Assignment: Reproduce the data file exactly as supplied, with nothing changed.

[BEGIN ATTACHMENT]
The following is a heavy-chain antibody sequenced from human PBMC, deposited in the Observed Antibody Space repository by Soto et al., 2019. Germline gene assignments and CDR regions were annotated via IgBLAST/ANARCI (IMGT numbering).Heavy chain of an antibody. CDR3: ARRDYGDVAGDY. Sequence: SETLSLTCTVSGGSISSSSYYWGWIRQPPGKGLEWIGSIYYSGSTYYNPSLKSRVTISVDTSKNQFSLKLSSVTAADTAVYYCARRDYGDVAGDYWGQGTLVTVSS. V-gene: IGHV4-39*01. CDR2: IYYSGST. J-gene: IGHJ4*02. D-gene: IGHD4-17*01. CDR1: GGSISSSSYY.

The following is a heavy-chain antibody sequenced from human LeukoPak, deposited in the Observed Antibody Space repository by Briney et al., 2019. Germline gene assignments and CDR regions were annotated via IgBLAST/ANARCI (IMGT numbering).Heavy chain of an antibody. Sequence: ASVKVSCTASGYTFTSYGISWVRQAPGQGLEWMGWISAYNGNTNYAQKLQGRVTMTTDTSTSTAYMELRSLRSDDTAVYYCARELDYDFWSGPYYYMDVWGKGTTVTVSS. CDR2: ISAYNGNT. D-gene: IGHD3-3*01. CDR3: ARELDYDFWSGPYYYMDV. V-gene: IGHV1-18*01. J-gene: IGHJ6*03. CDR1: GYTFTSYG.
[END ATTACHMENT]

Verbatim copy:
The following is a heavy-chain antibody sequenced from human PBMC, deposited in the Observed Antibody Space repository by Soto et al., 2019. Germline gene assignments and CDR regions were annotated via IgBLAST/ANARCI (IMGT numbering).Heavy chain of an antibody. CDR3: ARRDYGDVAGDY. Sequence: SETLSLTCTVSGGSISSSSYYWGWIRQPPGKGLEWIGSIYYSGSTYYNPSLKSRVTISVDTSKNQFSLKLSSVTAADTAVYYCARRDYGDVAGDYWGQGTLVTVSS. V-gene: IGHV4-39*01. CDR2: IYYSGST. J-gene: IGHJ4*02. D-gene: IGHD4-17*01. CDR1: GGSISSSSYY.

The following is a heavy-chain antibody sequenced from human LeukoPak, deposited in the Observed Antibody Space repository by Briney et al., 2019. Germline gene assignments and CDR regions were annotated via IgBLAST/ANARCI (IMGT numbering).Heavy chain of an antibody. Sequence: ASVKVSCTASGYTFTSYGISWVRQAPGQGLEWMGWISAYNGNTNYAQKLQGRVTMTTDTSTSTAYMELRSLRSDDTAVYYCARELDYDFWSGPYYYMDVWGKGTTVTVSS. CDR2: ISAYNGNT. D-gene: IGHD3-3*01. CDR3: ARELDYDFWSGPYYYMDV. V-gene: IGHV1-18*01. J-gene: IGHJ6*03. CDR1: GYTFTSYG.